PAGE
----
Cover of Annual report, 2003-2004Read the report


I am now serving in my final year as Ombudsman of Ontario. Reflecting on the past four and one-half years, I believe that my office has been through a process of positive change both structurally and culturally.

Since assuming office, I have encouraged strategic and efficient use of our resources to ensure maximum effect. One approach I have adopted to this end, is to raise issues directly with the responsible Minister rather than engage in formal investigation, which can be extremely resource and time consuming. I believe this method is particularly appropriate when my concerns are focused primarily on legislative, policy or program content rather than on government administration. In November 2003, I wrote to the Minister of Municipal Affairs (now Municipal Affairs and Housing) noting I had received numerous complaints from and on behalf of tenants about the Tenant Protection Act, 1997 and expressing my concerns about the current legislative scheme governing residential tenancies. I indicated the default eviction process has resulted in large numbers of individuals being evicted without mediation or a hearing on the merits. I am particularly concerned that such evictions may have disproportionate and oppressive consequences for vulnerable tenants: seniors, single parents with small children, individuals with disabilities and those for whom English is a second language.

I noted a number of problems with the current Tenant Protection Act, 1997 including the time frame for disputing eviction applications, which is extraordinarily brief when one considers the severe consequences eviction can have on individuals and families. I suggested there should be greater scope for the exercise of discretion in the context of tenant evictions, cautioning that eviction should not be allowed to become a mechanical exercise devoid of human consideration. While the Tenant Protection Act, 1997 may have effected greater administrative efficiencies than the Landlord and Tenant Act, I am concerned that this may have been at the expense of fair process. I urged the Minister to consider redressing the balance.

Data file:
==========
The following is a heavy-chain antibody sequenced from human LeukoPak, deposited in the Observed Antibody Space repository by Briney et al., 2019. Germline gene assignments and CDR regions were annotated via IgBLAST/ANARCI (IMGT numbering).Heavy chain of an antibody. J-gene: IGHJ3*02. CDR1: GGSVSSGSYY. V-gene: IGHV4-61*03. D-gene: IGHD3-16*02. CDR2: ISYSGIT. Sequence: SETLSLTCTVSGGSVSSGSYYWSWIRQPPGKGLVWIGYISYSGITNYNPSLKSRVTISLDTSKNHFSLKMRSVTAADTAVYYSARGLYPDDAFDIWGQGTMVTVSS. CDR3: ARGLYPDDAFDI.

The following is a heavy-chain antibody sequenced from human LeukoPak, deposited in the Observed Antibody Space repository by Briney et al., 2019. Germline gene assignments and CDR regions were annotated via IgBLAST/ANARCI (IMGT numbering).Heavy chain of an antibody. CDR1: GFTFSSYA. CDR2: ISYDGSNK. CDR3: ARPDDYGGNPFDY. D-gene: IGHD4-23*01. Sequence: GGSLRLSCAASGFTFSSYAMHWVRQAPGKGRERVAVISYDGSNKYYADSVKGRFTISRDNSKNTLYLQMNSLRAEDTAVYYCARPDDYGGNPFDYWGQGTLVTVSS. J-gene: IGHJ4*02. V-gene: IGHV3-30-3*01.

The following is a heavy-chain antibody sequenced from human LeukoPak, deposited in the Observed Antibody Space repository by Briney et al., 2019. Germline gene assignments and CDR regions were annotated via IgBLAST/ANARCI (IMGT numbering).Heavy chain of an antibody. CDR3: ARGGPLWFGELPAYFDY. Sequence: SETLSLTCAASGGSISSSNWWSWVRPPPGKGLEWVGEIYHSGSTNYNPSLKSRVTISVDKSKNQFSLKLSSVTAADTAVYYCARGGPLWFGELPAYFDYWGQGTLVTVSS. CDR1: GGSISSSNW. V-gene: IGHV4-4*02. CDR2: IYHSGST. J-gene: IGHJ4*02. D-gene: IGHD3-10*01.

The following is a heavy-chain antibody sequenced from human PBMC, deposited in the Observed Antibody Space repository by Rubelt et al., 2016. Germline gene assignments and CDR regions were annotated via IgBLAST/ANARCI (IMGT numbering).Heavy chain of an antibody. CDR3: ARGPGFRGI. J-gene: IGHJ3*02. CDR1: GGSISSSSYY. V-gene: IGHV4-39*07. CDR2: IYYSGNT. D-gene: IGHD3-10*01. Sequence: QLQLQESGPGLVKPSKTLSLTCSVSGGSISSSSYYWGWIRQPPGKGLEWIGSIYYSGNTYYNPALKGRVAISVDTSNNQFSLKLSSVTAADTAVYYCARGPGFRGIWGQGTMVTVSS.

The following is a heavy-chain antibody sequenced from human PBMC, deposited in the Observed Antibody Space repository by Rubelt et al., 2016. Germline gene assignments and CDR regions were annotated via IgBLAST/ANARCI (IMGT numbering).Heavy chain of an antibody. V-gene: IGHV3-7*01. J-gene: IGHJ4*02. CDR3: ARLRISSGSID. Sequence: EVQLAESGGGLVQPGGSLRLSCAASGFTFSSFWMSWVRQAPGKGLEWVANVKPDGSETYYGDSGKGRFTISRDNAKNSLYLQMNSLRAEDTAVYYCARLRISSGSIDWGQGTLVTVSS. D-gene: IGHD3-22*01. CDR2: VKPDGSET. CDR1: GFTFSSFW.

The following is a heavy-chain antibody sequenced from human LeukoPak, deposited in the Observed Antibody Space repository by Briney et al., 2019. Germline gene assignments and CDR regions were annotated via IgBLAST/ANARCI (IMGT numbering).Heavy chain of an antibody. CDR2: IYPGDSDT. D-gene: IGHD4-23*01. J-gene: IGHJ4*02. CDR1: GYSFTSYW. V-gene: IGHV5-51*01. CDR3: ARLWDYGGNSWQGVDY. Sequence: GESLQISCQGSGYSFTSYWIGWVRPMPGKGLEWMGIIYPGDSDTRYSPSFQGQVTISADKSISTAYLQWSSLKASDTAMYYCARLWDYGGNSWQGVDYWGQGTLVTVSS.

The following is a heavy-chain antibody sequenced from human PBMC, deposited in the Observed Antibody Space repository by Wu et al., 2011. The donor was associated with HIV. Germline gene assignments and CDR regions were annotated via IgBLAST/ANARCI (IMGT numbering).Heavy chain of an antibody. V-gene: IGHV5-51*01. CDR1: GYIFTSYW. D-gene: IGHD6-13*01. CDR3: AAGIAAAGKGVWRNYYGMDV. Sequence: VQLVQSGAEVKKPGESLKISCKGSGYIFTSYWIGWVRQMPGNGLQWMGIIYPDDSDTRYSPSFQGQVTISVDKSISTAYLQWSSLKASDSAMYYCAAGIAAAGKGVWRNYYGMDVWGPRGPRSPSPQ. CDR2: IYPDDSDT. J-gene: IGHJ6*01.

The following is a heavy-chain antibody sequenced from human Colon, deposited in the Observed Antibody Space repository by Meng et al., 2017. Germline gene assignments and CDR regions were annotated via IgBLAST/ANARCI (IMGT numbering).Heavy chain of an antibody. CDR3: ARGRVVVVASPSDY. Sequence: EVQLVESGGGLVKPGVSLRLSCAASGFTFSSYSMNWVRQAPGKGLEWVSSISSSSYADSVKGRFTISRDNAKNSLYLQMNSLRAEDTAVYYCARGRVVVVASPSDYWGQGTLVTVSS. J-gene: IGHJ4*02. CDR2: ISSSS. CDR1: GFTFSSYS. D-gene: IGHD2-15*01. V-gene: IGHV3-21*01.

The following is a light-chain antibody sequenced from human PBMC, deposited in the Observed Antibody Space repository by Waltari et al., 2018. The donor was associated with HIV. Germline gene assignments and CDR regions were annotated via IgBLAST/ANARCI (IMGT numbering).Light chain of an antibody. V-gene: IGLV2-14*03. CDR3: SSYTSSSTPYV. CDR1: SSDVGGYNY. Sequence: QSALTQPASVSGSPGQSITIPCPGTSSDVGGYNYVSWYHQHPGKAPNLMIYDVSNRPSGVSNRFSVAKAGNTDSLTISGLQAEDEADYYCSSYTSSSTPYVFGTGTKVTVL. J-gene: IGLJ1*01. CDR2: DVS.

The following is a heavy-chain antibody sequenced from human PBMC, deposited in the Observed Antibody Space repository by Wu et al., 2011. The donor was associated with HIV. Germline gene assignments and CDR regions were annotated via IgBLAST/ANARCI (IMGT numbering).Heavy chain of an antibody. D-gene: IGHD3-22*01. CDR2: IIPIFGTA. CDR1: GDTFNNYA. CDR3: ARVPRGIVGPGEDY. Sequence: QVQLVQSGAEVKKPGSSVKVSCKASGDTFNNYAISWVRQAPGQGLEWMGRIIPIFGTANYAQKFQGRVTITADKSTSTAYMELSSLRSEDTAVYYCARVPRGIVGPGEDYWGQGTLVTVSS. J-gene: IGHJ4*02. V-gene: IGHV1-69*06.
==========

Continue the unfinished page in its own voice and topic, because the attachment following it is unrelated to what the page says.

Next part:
I was encouraged to receive a response from the Minister in which he acknowledged shortcomings in the legislation and that the election promise to introduce legislation to repeal the Tenant Protection Act, 1997 and restore “real rent control” would be implemented. He added that my suggestions would be carefully considered in this process. The Ministry of Municipal Affairs and Housing also confirmed that it would be addressing the concern I raised in my last Annual Report regarding the provision in the Tenant Protection Act, 1997 that permits landlords to apply for rent increases based on extraordinary increases in the cost for utilities. The Act currently creates an imbalance, as there is no corresponding right for tenants to apply for rent reduction when extraordinary utility costs no longer exist. The Ministry announced on March 29, 2004, the creation of the Provincial Rent Bank program involving the commitment of $10 million in provincial grants to municipalities that currently operate, or wish to establish, rent banks.

My office received complaints this year from tenants living in social housing units who pay market rental rates. Currently, such tenants have no recourse under the Tenant Protection Act, 1997 to dispute rent increases and there is no provision for rent review under the Social Housing Reform Act, 2000. In response to a letter I wrote supporting the creation of a mechanism that would provide for an independent appeal process for market-rate tenants in social housing units, the Minister of Municipal Affairs and Housing stated a comprehensive review of the Tenant Protection Act, 1997 is underway. He explained that this review would provide an opportunity to consider establishment of an appeals process for market tenants living in social housing and undertook to take my views into consideration. He noted that the Ministry is carrying out a comprehensive review of the regulations contained in the Social Housing Reform Act, 2000 as well and that he has asked Ministry staff to take my concerns into account and consider if there are any possibilities for an appeals process for market tenants facing above guideline increases.